It is that time of year and depending on where you are and your climate it is time to start your seeds. I am in zone 5b and so it is time to get things rolling. One of the big draw back to gardening is the consumerism that surrounds it. Someone telling you that you have to buy "stuff" or you won't have a good garden. Well I am here to tell you that for the most part that just isn't true. There are a few things you will want to invest in that will last for several seasons or much longer. So this time of year we need to start seeds for plants that take a longer time to mature and produce. If you live in an area like I do that gets early frosts just as your tomotoes and peppers are starting to produce you know exactly what I mean. So there are some things that really benefit from getting seeds started and having good starter plants for the growing season. Starter plants at the stores can get quite expensive so it is yet another reason to start your own. So lets talk about some of the things that can be very helpful to getting your plants started.
Suggested seed starting tools:
1. A shelving unit or place to put your seeds as they are getting started. Preferably a place where they can get a lot of sun or you have grow lights in place to provide the needed light.
2. Grow lights, you can buy some cheap shop lights, and get some natural light spectrum bulbs. All this can be found at Walmart.
3. A grow mat, temperature controlled heated mat. This will allow you to set a temperature that will keep the seed trays warm enough for the soil to germinate.
4. Seed starting trays. I found that the Jiffy trays over at Walmart with the plastic clear dome for the top work fine.
Some tips to the seed starting trays.
1. Use your seed sparingly, only put a few seeds per starting pot. If you use too many your just wasting your seed. You will get lots of sprouts that will have to be thinned out.
2. For plants that you know are going to be in the starter soil in trays for a longer time give them room in the roots to grow so start them in larger size starter pots. I use the peat moss starter pots and for tomatoes and peppers, eggplant etc I start them in s larger size pot vs the things that are going out sooner like cold tolerant plants like collards, kale, spinach, chard and things like that. They can be started in smaller pots because they are going out in beds much sooner.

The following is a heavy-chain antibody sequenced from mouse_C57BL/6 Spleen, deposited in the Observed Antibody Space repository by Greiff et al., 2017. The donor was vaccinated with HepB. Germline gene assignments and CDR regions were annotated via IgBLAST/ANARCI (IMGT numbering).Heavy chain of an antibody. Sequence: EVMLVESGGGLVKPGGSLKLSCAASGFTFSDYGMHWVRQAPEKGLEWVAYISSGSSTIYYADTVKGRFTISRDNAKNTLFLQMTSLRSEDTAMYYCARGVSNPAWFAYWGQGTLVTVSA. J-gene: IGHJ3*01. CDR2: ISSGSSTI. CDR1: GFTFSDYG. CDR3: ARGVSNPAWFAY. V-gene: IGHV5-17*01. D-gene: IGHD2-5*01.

3. Don't be afraid to thin out the plants once they sprout. You will probably have several cute little sprouts per pot, but don't be afraid to thin them out. They are competing for the same resources in a limited resource environment.
4. After a few weeks of growing you will want to either cook up a batch of organic fertilizer in liquid form to feed your plants. Every week or two give them a dose in their water.
5. Water from the bottom, not the top. Let the water wick up from the bottom of the tray.
6. If your plants appear to be getting root bound don't be afraid to put them in a larger pot.
Finally to find out when you should be starting seeds you can find an online seed starting guide to help. You plug in your last frost date and it will spit out a time line for when to start your own seeds. I use Johnny's Seeds online guide found here.
If you follow these tips you will be successful and will save yourself a lot of money year after year by starting your own seeds and having your own starter plants instead of buying them. And of course save your seeds and plant heirloom seeds.